Then, over time, as your metabolism improves, you get a little more flexibility to just have a piece of fruit.
Or you may find that you don't (want) those extra snacks.
One of the treats we recommend actually as a health food is real, dark chocolate.
This has got to be a minimum of 70 per cent chocolate. The higher the chocolate content, the lower the sugar.
Dark chocolate works great in the studies of weight control, heart disease prevention.
Dark chocolate rather than milk chocolate -- Indians eat a lot of milk chocolate.
Dark chocolate, which you should be able to get, is much more satisfying. It has a stronger flavour.
You don't need as much. An ounce of dark chocolate and a handful of roasted nuts.
Indian society is fairly social. So there are lots of festivals, lots of holidays. These days everybody celebrates Christmas, New Year. There are weddings.
So when you are in those kind of circumstances and you want eat, what is the best thing you should cheat on? An ice cream or something high in carbs?
We tend to think of treats just as sugary things. But high-fat foods can be very satisfying.
When you are eating them, you inherently don't crave the sugar as much.
So like some paneer?
Paneer would be a good savoury snack. If you want a sweet snack, chocolate and berries.
The one fruit not to overdo is banana, because that's a little starchier to digest.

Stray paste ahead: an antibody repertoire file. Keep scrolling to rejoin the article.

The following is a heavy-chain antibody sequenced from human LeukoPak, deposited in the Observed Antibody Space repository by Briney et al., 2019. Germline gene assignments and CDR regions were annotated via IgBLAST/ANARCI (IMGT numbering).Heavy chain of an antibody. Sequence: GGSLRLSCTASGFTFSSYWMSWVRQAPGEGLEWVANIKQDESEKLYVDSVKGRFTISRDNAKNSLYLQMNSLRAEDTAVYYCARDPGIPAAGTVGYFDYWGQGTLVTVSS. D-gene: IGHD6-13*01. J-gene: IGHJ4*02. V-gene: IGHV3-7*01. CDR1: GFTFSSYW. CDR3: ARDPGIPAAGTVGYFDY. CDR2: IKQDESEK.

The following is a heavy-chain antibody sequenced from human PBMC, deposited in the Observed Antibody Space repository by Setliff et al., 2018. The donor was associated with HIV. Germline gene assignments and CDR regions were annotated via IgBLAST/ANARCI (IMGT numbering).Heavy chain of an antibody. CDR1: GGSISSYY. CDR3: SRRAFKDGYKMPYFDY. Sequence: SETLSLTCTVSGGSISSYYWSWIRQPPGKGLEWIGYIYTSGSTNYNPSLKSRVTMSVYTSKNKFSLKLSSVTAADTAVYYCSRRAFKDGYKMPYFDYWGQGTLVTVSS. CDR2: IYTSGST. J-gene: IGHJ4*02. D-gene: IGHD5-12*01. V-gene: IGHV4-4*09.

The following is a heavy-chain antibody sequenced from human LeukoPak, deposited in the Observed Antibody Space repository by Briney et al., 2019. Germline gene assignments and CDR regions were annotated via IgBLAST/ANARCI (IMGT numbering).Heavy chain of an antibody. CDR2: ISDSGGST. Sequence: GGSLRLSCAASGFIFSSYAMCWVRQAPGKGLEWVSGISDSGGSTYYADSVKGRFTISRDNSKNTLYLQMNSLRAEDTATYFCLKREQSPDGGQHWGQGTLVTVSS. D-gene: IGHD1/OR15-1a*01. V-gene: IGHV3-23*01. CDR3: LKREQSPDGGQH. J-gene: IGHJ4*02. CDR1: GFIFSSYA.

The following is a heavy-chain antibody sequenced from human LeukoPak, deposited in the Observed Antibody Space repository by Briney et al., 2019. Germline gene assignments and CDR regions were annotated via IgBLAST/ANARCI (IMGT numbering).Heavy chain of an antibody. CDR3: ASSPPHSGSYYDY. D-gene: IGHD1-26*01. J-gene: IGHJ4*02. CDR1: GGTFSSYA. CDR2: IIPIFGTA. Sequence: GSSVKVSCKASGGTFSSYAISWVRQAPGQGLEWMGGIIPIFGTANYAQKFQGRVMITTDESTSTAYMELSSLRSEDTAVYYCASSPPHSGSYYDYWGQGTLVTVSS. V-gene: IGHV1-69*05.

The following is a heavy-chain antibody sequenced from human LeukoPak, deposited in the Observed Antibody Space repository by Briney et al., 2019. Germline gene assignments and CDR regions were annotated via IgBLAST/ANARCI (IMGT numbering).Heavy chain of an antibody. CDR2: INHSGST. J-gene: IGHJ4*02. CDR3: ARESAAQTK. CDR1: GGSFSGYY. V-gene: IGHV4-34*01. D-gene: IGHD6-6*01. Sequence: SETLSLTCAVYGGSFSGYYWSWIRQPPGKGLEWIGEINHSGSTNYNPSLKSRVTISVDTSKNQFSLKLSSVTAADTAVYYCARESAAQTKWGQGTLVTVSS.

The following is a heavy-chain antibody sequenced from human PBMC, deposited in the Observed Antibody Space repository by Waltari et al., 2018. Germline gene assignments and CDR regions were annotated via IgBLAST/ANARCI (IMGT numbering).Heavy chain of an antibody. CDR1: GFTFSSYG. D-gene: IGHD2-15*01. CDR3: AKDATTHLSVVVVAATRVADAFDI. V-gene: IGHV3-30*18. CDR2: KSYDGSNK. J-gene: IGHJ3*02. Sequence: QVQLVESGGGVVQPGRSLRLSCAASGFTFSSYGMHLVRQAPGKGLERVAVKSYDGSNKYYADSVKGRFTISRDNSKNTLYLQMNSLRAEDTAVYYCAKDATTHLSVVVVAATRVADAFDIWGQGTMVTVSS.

You want to have the other fruits, berries are the best. Apples, pears, peaches...
About berries: Is there any differentiation when it comes to fruit on whether you are having it dried or fresh?
We don't get that much berries.
Should one, for instance, have a dried cranberries? Or is that higher in sugar?
With dried cranberries, it's going to have added sugar to it (too).
Dried fruit is not as good as fresh fruit.
Are there any more no go areas among fruits?
The tropical fruits tend to be not quite as good. Like banana, mango, papaya. Those are still okay.
But the best ones are the temperate fruits, like apple, peach, pears, berries.
How good is honey for us?
All the sweeteners, we want to use sparingly. It doesn't mean never. But we don't want to be having sweet things three times a day.
If you are going to have a sweet dessert, make sure it comes after a balanced meal, where you had proteins, vegetables, fat.
Then if you have a sweet dessert afterwards, it will be balanced.
Your body will be able to balance it. You don't want to have the sweet thing on an empty stomach, just by itself.
Since you are familiar with Indian food you would know that dosas, which are made from pulses, are good right?
That is if you reduce the rice content and make them more pulse based?
That's exactly it.
That was number two in the things we were listing in the beginning of our conversation, where you shift from more processed carbohydrates to more natural carbohydrates.
You all (Indians) like dals. Dals are going to be wonderful. Any kind of bean dish or pulse dish.
You just eat less white rice, more beans and pulses. Maybe add some paneer. Maybe add some tofu. Add some fish, if you are not a vegetarian. Then some fruit. And chocolate for dessert. Wonderful!
For more information about Dr David Ludwig's three-phase programme, his diet plan, recipes and food philosophy, you can check his Web site: drdavidludwig.com